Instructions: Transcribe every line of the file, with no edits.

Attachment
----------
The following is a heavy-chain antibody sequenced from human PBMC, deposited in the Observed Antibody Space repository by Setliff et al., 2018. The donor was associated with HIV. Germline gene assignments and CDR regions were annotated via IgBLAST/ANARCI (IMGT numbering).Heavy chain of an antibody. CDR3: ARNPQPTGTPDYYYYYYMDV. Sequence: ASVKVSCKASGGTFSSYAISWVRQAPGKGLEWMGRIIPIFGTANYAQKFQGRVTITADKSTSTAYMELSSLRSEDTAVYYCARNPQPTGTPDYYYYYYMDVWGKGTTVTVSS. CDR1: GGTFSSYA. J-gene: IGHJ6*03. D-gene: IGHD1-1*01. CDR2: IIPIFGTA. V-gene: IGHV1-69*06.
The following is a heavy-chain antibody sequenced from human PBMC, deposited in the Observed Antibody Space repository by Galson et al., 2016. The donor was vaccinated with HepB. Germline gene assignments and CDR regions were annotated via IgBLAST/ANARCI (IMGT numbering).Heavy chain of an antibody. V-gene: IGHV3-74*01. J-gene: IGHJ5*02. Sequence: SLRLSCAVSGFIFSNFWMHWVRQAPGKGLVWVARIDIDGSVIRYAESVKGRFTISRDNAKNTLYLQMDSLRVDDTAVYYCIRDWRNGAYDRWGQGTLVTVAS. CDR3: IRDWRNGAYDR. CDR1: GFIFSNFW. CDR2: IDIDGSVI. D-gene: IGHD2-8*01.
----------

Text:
The following is a heavy-chain antibody sequenced from human PBMC, deposited in the Observed Antibody Space repository by Setliff et al., 2018. The donor was associated with HIV. Germline gene assignments and CDR regions were annotated via IgBLAST/ANARCI (IMGT numbering).Heavy chain of an antibody. CDR3: ARNPQPTGTPDYYYYYYMDV. Sequence: ASVKVSCKASGGTFSSYAISWVRQAPGKGLEWMGRIIPIFGTANYAQKFQGRVTITADKSTSTAYMELSSLRSEDTAVYYCARNPQPTGTPDYYYYYYMDVWGKGTTVTVSS. CDR1: GGTFSSYA. J-gene: IGHJ6*03. D-gene: IGHD1-1*01. CDR2: IIPIFGTA. V-gene: IGHV1-69*06.
The following is a heavy-chain antibody sequenced from human PBMC, deposited in the Observed Antibody Space repository by Galson et al., 2016. The donor was vaccinated with HepB. Germline gene assignments and CDR regions were annotated via IgBLAST/ANARCI (IMGT numbering).Heavy chain of an antibody. V-gene: IGHV3-74*01. J-gene: IGHJ5*02. Sequence: SLRLSCAVSGFIFSNFWMHWVRQAPGKGLVWVARIDIDGSVIRYAESVKGRFTISRDNAKNTLYLQMDSLRVDDTAVYYCIRDWRNGAYDRWGQGTLVTVAS. CDR3: IRDWRNGAYDR. CDR1: GFIFSNFW. CDR2: IDIDGSVI. D-gene: IGHD2-8*01.